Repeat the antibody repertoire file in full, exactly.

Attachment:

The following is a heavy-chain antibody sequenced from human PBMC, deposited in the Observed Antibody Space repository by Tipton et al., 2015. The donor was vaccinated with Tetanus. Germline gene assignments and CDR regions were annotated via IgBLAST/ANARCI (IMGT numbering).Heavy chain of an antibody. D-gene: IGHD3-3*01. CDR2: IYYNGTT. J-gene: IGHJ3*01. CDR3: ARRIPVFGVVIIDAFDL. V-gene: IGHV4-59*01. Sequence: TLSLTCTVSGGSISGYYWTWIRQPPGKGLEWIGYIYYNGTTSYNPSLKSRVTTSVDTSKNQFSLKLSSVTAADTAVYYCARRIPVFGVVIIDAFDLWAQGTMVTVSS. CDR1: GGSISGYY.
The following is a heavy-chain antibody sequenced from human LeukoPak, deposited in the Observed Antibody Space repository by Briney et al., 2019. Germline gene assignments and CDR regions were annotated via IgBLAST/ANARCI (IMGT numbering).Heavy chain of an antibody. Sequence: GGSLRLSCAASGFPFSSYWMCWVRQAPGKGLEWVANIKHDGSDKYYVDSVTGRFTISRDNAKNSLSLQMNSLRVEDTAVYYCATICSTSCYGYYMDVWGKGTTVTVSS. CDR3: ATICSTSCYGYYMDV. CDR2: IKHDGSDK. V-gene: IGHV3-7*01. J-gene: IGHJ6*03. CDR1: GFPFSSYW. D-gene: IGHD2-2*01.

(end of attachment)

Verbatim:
The following is a heavy-chain antibody sequenced from human PBMC, deposited in the Observed Antibody Space repository by Tipton et al., 2015. The donor was vaccinated with Tetanus. Germline gene assignments and CDR regions were annotated via IgBLAST/ANARCI (IMGT numbering).Heavy chain of an antibody. D-gene: IGHD3-3*01. CDR2: IYYNGTT. J-gene: IGHJ3*01. CDR3: ARRIPVFGVVIIDAFDL. V-gene: IGHV4-59*01. Sequence: TLSLTCTVSGGSISGYYWTWIRQPPGKGLEWIGYIYYNGTTSYNPSLKSRVTTSVDTSKNQFSLKLSSVTAADTAVYYCARRIPVFGVVIIDAFDLWAQGTMVTVSS. CDR1: GGSISGYY.
The following is a heavy-chain antibody sequenced from human LeukoPak, deposited in the Observed Antibody Space repository by Briney et al., 2019. Germline gene assignments and CDR regions were annotated via IgBLAST/ANARCI (IMGT numbering).Heavy chain of an antibody. Sequence: GGSLRLSCAASGFPFSSYWMCWVRQAPGKGLEWVANIKHDGSDKYYVDSVTGRFTISRDNAKNSLSLQMNSLRVEDTAVYYCATICSTSCYGYYMDVWGKGTTVTVSS. CDR3: ATICSTSCYGYYMDV. CDR2: IKHDGSDK. V-gene: IGHV3-7*01. J-gene: IGHJ6*03. CDR1: GFPFSSYW. D-gene: IGHD2-2*01.